First self-driving bus crashes just after launch


Las Vegas officials were celebrating the launch of the world’s first driverless shuttle bus, but their elation turned to disappointment when the vehicle crashed into a semi-truck less than two hours later.

According to the Las Vegas Review-Journal, the human driver of the other vehicle was at fault, there were no injuries, and the incident caused minor damage.

The new shuttle bus was launched after the U.S. House passed the Self Drive Act in September, which, if passed by the Senate, would exempt car manufacturers from various federal and state regulations, allowing for the eventual deployment of up to 100,000 test vehicles a year.

Under the Act, states would still decide whether to permit self-driving cars on their roads. However, the federal government could permit a car manufacturer to bypass certain federal safety rules, as well as some state regulations.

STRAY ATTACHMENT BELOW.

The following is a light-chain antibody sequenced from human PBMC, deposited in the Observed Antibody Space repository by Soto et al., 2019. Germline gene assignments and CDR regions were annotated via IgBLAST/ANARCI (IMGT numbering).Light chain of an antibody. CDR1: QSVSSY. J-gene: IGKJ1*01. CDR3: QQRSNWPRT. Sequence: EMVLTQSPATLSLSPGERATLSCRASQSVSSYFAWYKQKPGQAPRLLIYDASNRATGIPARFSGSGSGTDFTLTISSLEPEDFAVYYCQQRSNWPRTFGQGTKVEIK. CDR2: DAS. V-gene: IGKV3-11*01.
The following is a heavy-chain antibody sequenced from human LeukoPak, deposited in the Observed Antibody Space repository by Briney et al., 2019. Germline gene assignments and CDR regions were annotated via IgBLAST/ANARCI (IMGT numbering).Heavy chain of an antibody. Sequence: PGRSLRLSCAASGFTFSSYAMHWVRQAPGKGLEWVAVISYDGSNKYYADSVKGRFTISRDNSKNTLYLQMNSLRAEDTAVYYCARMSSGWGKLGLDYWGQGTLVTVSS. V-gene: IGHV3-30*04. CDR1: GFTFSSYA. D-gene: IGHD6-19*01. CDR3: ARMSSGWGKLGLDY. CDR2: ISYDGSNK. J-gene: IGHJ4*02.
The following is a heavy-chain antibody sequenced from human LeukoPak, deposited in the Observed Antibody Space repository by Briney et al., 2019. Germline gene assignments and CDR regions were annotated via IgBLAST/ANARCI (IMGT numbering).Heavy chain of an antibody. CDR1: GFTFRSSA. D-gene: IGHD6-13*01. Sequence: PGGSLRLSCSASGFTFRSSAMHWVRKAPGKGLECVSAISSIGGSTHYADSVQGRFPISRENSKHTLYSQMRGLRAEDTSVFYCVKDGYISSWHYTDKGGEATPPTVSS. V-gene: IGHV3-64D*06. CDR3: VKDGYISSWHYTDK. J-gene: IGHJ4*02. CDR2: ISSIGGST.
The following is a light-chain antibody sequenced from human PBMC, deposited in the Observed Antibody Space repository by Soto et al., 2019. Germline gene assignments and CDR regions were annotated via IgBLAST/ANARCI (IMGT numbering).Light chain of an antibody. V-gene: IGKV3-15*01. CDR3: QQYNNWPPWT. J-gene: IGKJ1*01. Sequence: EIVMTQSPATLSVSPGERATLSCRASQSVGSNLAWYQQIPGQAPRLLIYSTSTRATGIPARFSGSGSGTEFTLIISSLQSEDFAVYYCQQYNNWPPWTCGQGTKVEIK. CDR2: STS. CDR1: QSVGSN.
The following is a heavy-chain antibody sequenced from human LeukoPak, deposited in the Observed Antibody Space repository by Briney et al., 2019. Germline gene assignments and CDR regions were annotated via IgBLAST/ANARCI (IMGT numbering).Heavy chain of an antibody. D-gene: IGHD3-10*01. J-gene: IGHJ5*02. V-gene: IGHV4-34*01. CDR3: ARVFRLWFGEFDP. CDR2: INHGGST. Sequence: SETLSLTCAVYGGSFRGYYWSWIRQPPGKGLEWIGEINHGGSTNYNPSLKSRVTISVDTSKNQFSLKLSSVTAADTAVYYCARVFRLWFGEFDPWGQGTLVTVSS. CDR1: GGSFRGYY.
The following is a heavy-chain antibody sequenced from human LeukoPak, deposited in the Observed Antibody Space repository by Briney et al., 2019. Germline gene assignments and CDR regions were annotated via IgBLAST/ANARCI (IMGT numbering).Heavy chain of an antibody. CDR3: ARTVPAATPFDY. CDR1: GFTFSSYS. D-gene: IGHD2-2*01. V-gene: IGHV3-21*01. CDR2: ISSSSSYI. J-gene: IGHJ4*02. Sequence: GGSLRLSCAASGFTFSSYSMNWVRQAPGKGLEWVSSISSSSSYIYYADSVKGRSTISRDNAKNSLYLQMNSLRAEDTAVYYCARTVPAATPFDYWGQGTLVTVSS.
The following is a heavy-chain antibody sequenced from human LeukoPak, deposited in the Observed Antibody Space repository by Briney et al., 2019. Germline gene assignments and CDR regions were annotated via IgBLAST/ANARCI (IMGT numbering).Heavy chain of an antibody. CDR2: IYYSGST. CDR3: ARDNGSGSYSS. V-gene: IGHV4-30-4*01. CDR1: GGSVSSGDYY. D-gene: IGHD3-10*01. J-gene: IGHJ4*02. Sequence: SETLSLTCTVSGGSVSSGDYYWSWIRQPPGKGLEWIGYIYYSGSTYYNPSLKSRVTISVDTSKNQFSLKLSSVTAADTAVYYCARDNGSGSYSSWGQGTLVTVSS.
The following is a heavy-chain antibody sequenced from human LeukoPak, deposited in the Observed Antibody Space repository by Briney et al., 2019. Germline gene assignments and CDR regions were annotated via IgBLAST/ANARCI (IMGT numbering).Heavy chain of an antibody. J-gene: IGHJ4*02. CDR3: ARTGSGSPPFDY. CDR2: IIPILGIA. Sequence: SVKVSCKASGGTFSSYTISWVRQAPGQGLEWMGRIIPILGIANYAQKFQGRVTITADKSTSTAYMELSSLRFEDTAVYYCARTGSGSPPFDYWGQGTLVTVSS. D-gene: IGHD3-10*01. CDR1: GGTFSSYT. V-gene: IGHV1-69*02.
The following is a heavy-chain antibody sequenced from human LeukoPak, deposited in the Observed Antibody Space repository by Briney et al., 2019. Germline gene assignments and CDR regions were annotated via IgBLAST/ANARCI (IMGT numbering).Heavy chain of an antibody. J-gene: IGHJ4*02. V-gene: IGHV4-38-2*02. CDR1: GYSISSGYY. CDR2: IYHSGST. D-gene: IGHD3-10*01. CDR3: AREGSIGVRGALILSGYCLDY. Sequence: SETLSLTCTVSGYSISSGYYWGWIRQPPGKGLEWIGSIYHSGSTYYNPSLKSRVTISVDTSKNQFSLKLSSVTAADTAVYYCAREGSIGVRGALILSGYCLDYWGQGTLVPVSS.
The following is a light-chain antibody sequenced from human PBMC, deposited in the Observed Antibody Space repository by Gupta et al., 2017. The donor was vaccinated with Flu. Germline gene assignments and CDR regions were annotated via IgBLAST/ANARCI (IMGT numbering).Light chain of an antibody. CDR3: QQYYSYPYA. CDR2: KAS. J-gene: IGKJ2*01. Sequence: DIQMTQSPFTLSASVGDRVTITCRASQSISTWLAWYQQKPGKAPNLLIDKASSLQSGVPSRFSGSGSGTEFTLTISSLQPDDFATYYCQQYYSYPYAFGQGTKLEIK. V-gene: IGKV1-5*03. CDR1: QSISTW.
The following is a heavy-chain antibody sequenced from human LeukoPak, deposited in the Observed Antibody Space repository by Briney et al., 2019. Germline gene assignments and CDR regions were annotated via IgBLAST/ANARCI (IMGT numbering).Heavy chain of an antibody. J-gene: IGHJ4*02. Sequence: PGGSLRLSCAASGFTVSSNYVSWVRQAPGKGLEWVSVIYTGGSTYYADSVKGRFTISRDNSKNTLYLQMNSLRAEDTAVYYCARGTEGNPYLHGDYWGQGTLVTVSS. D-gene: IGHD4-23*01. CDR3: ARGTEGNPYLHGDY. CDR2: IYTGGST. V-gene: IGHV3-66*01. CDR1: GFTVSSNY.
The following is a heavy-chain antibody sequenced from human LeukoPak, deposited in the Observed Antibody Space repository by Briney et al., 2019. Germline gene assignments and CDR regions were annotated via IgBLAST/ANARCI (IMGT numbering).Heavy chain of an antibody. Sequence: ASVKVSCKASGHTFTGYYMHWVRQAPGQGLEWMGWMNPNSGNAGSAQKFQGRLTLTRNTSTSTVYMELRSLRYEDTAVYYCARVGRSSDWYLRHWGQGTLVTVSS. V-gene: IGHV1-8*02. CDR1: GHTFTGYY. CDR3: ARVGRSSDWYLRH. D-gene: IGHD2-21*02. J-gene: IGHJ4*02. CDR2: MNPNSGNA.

Sponsored by AAA, the oval-shaped shuttle uses GPS and electric curb sensors instead of brake pedals or a steering wheel and can transport up to 12 passengers at a time. It comes equipped with an attendant and a computer monitor.

This is not the first time self-driving vehicles have been involved in a collision. In March, Uber stopped testing its self-driving vehicles in the United States following an accident in Arizona. An Uber spokesperson later said all tests had been paused for the ride-hailing service in order to complete an investigation.

Google’s self-driving car was found to be at fault when it struck a public bus in California early last year. The company said it would improve software for the vehicles to more accurately differentiate larger vehicles, such as buses. Its self-driving car unit, Waymo, also recently patented a way to make vehicles softer in their efforts to reduce collision-related injuries.

Car manufacturers around the world are still investing in autonomous vehicle efforts. Volvo plans to involve every-day drivers in its “Drive Me” pilot on the streets of London in December; while Intel’s Mobileye is building more than 100 level 4 SAE vehicles, which it will test in the United States, Israel, and Europe starting this year.

General Motors, Ford, Toyota, Audi, Nissan, BMW, and Hyundai are all looking to put driverless vehicles on the roads in the very near future.

In Australia, Transurban is currently conducting a driverless vehicle trial in Melbourne over the course of 18 months.

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